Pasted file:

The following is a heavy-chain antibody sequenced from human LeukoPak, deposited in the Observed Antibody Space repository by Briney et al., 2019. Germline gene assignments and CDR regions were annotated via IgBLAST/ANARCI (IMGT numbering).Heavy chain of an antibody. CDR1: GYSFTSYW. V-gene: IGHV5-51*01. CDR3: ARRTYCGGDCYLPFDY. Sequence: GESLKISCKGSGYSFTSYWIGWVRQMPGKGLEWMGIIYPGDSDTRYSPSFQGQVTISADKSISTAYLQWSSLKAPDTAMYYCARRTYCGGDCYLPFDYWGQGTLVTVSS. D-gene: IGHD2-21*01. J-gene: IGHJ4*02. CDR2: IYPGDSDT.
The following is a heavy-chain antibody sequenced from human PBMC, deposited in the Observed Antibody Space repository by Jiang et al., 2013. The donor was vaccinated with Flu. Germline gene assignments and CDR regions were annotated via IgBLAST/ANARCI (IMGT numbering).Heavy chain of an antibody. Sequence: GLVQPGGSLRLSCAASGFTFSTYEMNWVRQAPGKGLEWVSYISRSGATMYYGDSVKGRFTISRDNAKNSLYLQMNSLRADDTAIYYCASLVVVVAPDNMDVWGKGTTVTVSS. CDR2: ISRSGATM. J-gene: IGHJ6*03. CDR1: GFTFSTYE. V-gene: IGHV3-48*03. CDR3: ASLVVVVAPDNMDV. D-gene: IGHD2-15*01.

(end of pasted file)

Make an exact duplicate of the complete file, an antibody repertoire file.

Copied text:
The following is a heavy-chain antibody sequenced from human LeukoPak, deposited in the Observed Antibody Space repository by Briney et al., 2019. Germline gene assignments and CDR regions were annotated via IgBLAST/ANARCI (IMGT numbering).Heavy chain of an antibody. CDR1: GYSFTSYW. V-gene: IGHV5-51*01. CDR3: ARRTYCGGDCYLPFDY. Sequence: GESLKISCKGSGYSFTSYWIGWVRQMPGKGLEWMGIIYPGDSDTRYSPSFQGQVTISADKSISTAYLQWSSLKAPDTAMYYCARRTYCGGDCYLPFDYWGQGTLVTVSS. D-gene: IGHD2-21*01. J-gene: IGHJ4*02. CDR2: IYPGDSDT.
The following is a heavy-chain antibody sequenced from human PBMC, deposited in the Observed Antibody Space repository by Jiang et al., 2013. The donor was vaccinated with Flu. Germline gene assignments and CDR regions were annotated via IgBLAST/ANARCI (IMGT numbering).Heavy chain of an antibody. Sequence: GLVQPGGSLRLSCAASGFTFSTYEMNWVRQAPGKGLEWVSYISRSGATMYYGDSVKGRFTISRDNAKNSLYLQMNSLRADDTAIYYCASLVVVVAPDNMDVWGKGTTVTVSS. CDR2: ISRSGATM. J-gene: IGHJ6*03. CDR1: GFTFSTYE. V-gene: IGHV3-48*03. CDR3: ASLVVVVAPDNMDV. D-gene: IGHD2-15*01.